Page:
Just another groin strain?

Jon Mutimer Jon Mutimer Consultant orthopaedic surgeon
Surgeon Jon Mutimer explains why it's worth checking out that niggling pain.

It's not uncommon to notice aches and strains which don’t resolve as quickly as you might expect them to. While it may be the result of a muscular strain, hip pain is often due to osteoarthritis (sometimes termed ‘wear and tear’).

Patients often explain that at first they thought they had a muscle groin strain which just didn’t get better.

Physiotherapy and over the counter painkillers are a simple first step but may not help. While it can be related to conditions that are not muscular or bone-related, groin pain is often an indicator of hip arthritis, which can also present as back, buttock or knee pain.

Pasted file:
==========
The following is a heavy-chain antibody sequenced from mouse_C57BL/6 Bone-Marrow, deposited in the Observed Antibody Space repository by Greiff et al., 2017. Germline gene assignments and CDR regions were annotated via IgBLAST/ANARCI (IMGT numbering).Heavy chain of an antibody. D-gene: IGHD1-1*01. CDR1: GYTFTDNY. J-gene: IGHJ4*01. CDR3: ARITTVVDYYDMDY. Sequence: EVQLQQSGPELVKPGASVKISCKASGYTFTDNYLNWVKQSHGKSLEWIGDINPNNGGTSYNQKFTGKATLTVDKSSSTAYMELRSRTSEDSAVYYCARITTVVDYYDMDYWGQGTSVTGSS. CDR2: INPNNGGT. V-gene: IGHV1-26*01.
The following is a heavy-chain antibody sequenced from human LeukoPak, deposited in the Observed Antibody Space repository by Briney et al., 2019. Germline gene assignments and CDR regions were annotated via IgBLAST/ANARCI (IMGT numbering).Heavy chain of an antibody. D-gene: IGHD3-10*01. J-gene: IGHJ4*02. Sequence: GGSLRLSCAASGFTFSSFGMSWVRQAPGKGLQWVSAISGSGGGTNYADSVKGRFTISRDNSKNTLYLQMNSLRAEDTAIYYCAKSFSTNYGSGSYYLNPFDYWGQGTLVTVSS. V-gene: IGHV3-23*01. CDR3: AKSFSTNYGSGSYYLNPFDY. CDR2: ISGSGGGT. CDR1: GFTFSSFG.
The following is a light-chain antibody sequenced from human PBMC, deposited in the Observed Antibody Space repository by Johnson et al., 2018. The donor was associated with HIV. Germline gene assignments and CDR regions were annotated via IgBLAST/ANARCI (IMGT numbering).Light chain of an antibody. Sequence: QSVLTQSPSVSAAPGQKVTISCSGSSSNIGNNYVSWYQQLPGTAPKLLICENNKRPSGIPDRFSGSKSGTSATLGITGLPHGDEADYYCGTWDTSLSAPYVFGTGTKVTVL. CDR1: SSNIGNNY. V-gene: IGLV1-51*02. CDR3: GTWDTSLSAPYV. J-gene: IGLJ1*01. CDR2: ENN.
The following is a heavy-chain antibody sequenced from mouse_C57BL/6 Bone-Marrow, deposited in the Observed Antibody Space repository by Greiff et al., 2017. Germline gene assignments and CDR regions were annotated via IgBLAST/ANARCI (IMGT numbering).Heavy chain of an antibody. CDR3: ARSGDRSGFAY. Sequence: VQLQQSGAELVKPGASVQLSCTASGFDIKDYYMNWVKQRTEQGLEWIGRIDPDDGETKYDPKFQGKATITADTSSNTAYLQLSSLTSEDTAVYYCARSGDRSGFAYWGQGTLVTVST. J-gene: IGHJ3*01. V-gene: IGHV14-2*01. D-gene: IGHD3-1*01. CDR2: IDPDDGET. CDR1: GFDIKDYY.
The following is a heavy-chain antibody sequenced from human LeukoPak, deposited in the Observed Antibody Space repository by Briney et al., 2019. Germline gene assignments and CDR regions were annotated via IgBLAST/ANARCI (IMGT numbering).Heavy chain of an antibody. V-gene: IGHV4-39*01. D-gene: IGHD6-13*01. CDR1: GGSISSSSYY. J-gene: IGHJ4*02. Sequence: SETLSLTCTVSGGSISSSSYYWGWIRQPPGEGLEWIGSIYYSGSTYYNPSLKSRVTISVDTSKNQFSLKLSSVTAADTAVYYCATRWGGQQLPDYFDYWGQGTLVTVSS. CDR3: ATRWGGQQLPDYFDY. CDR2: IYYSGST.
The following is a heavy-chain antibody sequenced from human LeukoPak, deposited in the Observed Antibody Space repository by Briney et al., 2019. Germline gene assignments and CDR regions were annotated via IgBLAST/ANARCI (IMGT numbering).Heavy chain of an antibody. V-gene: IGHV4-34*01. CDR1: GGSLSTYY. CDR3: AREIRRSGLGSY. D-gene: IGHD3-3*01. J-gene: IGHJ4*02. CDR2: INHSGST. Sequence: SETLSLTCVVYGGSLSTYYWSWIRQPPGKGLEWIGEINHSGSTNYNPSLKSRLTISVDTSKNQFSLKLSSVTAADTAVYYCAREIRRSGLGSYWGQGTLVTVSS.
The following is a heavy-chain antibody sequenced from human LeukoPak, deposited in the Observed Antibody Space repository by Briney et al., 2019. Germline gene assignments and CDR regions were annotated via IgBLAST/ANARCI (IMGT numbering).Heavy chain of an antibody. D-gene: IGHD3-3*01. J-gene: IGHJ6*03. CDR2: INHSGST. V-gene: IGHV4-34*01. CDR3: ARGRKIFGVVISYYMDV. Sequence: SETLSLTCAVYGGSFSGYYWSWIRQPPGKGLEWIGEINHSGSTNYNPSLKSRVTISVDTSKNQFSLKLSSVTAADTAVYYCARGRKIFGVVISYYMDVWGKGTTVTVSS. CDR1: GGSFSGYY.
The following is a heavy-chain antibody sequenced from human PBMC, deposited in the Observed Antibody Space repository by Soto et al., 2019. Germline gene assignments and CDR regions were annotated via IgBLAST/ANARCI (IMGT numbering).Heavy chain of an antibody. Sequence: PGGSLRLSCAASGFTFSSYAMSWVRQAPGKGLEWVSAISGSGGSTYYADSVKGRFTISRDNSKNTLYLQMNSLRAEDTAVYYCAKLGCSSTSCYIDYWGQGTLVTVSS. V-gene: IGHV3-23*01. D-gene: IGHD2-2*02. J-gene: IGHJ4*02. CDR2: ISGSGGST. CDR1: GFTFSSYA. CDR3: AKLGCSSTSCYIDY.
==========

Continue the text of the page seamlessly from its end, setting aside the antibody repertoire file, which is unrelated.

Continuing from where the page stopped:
Lower back and knee issues are also very common problems and identifying the source of the pain can require the use of x-rays and, occasionally, injections to complement a clinical examination.

If symptoms don't resolve as expected then a review by a GP would be the next step. If the symptoms fit then an x-ray can be requested and a referral to a specialist hip surgeon made.

Weight loss, physiotherapy, painkillers and the use of a stick (in the opposite hand) can help manage symptoms. But if the pain persists or worsens then talking to your GP about an operation is reasonable.

Hip replacements are one of the best operations for relief of hip pain and restoring function and could offer you a renewed lease of life. 

Last updated Tuesday 12 March 2019

First published on Tuesday 19 February 2019